Legal Articles, Employment

Only Connecticut Employees Count Toward CFMLA Threshold

The Connecticut Family and Medical Leave Act (CFMLA) requires employers who employ 75 or more employees to provide eligible employees with 16 weeks of leave during any 24-month period for a variety of reasons, most concerning a serious health condition of a family member.  The Connecticut Supreme Court has recently held that Connecticut employers are not subject to the CFMLA unless they employ at least 75 employees within the state.  In this day and age of “virtual workplaces,” the decision of the Court offers certainty to employers but may deprive employees working remotely of CFMLA coverage.

Industry Specific Factors Can Render Unenforceable a Covenant Not to Compete

A non-compete covenant may be unenforceable even if it is reasonable in terms of geographic designation and time limitation.  In Creative Dimensions, Inc. v. Laberge, 2012 Conn. Super. LEXIS 1464 (Conn. Super. May 31, 2012), two individuals sold their business and became “at will” employees of the purchaser.  At issue was a nationwide agreement not to compete for a period of 18 months following termination of their employment.  The court found the covenant reasonable in time and space but unenforceable nevertheless because of certain other factors, including attributes of the underlying industry.

Enforcement of a Non-Compete Agreement in the Salon Industry

Piscitelli v. Pepe, 2004 Conn. Super. LEXIS 3264

When an Employee Refuses to Sign a Restrictive Covenant

When an Employee Refuses to Sign a Restrictive Covenant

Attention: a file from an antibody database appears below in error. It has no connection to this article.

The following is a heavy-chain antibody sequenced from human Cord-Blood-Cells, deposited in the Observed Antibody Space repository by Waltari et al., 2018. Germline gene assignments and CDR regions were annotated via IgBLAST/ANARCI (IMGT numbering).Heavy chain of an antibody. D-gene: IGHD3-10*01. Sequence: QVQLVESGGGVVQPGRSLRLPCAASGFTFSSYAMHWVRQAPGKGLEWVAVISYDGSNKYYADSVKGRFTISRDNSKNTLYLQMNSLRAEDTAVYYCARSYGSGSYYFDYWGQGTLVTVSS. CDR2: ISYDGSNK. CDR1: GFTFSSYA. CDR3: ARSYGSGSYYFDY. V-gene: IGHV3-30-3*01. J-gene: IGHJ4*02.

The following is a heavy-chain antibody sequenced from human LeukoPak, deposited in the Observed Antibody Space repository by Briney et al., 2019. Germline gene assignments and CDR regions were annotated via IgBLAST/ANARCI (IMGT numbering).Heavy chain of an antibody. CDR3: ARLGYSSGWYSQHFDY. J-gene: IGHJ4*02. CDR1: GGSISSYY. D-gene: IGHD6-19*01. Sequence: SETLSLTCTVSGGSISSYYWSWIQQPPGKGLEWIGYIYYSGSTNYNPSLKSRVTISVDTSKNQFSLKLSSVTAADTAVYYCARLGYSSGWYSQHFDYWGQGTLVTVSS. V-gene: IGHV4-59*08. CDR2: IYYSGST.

Three-Year Restriction Found Unreasonable in CPA Non-Compete Agreement

Haims, Buzzeo & Co. v. Wikstrom, 2003 Conn. Super. LEXIS 2539

Employer Not Liable for Doing “Stupid” or Even “Wicked” Things

Employment discrimination laws protect employees from discrimination.  They do not protect against “ordinary workplace experiences” that offend one’s sensibilities or result in hurt feelings.  A Connecticut woman found that out the hard way when a Court of Appeals affirmed the trial court’s grant of summary judgment against her.  There was no dispute as to any material fact and the employer was entitled to judgment as a matter of law.  Thus, there was no need for a trial on the merits. The employee in question was fired from her “at will” position as Public Relations Coordinator for a large corporation because of her volatile workplace behavior spanning three years.  She claimed that she was fired because of her age, and that she had suffered intentional infliction of emotional distress as a result.

Five Things You Need to Know About Connecticut Separation Agreements

As a result of the state of the economy, in general, and in Fairfield County, in particular, we in the Westport, Connecticut office of Maya Murphy, P.C. have seen a spate of Separation Agreements brought to us by recently terminated employees.  Our experienced employment-law attorneys review and critique these Agreements, and often advocate on behalf of our clients to enhance a separation package. Here are five things you need to know about Separation Agreements:

Four-Prong Test Applied to Enforce Non-Compete Provision in a Franchise Agreement

Money Mailer Franchise Corporation v. Wheeler, 2008 Conn. Super. LEXIS 2260

Enforcing a Non-Compete Agreement in a Medical Partnership

Fairfield County Bariatrics and Surgical Associates, P.C. v. Ehrlich, 2010 Conn. Super. LEXIS 568

A Quick Guide to Separation Agreements and Severance Packages

A Quick Guide to Separation Agreements and Severance Packages

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